Harry Truman: “Leaders are Readers”

Yes, you read that correctly. How, do you ask, can someone who spends every spare minute of their time poring over words on a page, sometimes more than once, twice, or three times, be someone who leads others? It’s simple, really. Reading gives us imagination. Immersing ourselves in stories in which an orphan with a scar on his forehead discovers he is, in fact, a wizard with a destiny, the Chosen One, rescued and empowered by his mother’s sacrificial love, in which four siblings enter a magical world through a wardrobe and meet a lion and a witch, in which a girl is born into a city where a person’s faction comes before blood and everyone’s minds are supposed to work a certain way; in which a boy with dyslexia, ADHD, a satyr for a best friend and a sword-pen embarks on numerous quests and defies the gods of Olympus, and in which a girl witnesses a demon’s death while in a nightclub with her nerdy best friend strips away the barriers of impossibility that we face daily. While we go about our daily routines—the one’s in which we must return to real life—we take with us a valuable tool: a reader’s eye.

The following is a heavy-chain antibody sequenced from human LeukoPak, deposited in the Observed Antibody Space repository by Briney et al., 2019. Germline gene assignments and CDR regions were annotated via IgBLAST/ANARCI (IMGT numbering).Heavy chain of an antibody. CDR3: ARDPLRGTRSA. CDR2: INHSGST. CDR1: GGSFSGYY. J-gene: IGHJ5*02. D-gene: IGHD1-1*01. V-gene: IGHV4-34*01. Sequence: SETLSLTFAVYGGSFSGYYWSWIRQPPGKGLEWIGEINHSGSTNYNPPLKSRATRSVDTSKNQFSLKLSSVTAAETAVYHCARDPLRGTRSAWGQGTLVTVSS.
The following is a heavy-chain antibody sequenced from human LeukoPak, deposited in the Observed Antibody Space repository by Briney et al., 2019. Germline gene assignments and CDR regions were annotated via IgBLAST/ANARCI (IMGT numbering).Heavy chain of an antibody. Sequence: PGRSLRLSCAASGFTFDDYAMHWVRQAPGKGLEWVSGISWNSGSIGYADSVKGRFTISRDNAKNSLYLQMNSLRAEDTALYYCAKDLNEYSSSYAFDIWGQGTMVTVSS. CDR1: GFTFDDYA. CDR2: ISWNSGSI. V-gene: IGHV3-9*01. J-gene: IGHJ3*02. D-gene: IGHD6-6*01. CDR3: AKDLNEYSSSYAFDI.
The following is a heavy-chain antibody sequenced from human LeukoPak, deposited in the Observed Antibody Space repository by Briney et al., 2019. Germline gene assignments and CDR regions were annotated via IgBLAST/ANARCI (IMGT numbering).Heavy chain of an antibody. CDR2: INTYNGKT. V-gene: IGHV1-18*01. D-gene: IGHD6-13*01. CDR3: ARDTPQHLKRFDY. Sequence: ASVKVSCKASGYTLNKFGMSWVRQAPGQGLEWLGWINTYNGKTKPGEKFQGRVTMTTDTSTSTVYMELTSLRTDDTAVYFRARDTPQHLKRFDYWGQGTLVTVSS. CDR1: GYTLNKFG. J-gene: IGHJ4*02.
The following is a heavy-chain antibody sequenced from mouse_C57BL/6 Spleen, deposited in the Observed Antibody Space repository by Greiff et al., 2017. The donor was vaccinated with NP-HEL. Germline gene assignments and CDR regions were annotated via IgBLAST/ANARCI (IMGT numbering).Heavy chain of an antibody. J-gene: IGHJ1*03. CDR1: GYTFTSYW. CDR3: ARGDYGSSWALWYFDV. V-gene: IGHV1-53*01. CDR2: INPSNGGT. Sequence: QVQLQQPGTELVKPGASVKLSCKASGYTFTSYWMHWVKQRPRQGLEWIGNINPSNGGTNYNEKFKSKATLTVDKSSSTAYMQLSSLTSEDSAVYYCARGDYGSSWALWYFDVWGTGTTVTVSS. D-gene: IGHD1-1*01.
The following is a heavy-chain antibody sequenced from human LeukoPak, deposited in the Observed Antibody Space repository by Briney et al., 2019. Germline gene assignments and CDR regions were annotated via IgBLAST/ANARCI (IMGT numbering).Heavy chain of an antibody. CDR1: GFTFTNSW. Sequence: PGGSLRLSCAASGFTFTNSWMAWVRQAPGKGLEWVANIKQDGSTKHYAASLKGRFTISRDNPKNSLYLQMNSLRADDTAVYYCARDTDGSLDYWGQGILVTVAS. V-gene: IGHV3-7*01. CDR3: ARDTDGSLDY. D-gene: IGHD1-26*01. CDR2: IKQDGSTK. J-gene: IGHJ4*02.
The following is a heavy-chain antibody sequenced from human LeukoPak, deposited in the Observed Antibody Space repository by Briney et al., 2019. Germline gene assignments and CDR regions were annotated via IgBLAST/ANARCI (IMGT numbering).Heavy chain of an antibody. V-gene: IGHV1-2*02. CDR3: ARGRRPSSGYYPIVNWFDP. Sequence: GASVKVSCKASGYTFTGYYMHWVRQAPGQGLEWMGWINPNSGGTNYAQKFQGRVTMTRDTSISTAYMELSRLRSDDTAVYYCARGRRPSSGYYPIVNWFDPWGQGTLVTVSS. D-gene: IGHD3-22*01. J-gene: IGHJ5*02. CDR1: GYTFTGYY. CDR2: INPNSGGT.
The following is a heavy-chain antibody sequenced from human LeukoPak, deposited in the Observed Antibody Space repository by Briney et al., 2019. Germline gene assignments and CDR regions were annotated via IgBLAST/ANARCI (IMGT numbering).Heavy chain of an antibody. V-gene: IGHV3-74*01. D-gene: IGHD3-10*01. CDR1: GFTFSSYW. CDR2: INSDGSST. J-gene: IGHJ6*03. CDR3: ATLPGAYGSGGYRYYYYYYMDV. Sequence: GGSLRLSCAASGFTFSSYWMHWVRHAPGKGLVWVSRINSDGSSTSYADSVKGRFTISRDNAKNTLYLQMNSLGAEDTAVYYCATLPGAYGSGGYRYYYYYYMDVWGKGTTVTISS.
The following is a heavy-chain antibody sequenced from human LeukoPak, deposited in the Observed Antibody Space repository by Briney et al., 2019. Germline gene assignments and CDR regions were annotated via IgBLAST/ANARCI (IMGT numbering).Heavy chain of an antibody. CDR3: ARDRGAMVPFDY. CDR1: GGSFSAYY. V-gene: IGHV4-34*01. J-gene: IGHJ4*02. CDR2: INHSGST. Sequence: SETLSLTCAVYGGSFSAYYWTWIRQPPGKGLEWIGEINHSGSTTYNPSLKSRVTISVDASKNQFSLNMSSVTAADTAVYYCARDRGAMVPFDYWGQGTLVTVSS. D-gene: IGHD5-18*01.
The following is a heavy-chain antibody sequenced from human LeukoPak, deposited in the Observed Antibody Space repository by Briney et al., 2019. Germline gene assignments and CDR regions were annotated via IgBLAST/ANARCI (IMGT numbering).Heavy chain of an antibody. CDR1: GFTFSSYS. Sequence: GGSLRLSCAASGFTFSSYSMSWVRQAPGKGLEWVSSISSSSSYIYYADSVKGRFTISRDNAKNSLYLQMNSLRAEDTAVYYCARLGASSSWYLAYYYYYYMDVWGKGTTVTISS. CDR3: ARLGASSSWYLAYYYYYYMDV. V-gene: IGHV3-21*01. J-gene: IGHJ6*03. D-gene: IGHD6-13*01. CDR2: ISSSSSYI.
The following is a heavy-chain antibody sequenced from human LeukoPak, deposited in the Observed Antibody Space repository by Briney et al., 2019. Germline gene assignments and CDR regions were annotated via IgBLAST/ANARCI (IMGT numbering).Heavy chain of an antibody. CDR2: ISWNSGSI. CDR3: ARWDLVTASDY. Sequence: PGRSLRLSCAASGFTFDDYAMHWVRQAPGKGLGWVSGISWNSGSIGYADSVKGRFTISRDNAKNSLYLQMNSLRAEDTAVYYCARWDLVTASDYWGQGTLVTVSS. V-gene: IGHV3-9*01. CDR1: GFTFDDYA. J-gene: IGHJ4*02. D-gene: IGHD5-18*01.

What would this building look like in an apocalypse?

What if this garden were a doorway to a faerie world hidden right under our noses?

What would the world look like if love were treated as a deadly disease?

Would my mind be able to overcome a serum-induced simulation?

I know, I know, you’re still probably wondering how any of this makes us leaders. Creativity, flexibility, and the ability to draw from the experiences of others all enhance our skills and decision-making. While we may not have attended Hogwarts, fought demons, or faced Dauntless initiation in our endless days of school, work, and bill-paying, we have experienced—through a character—the gain and loss of love, the importance of purpose, the thrill of adventure, the beauty of self-sacrifice, the value of friendship, and many others. This isn’t to say that those who prefer sitcoms, movies, live theater, or reality itself are not as good as readers, but much of TV and movies gives you everything. You can’t internalize a TV show like you can a character or a story or a world inside of a book. We take the words and descriptions that the author gives us and we put the finishing touches on what we see in our mind’s eye. We interpret literature according to our life’s experiences, successes, and failures; we make it our own.

Just some thoughts. I’m new at this, okay? 🙂


%d bloggers like this: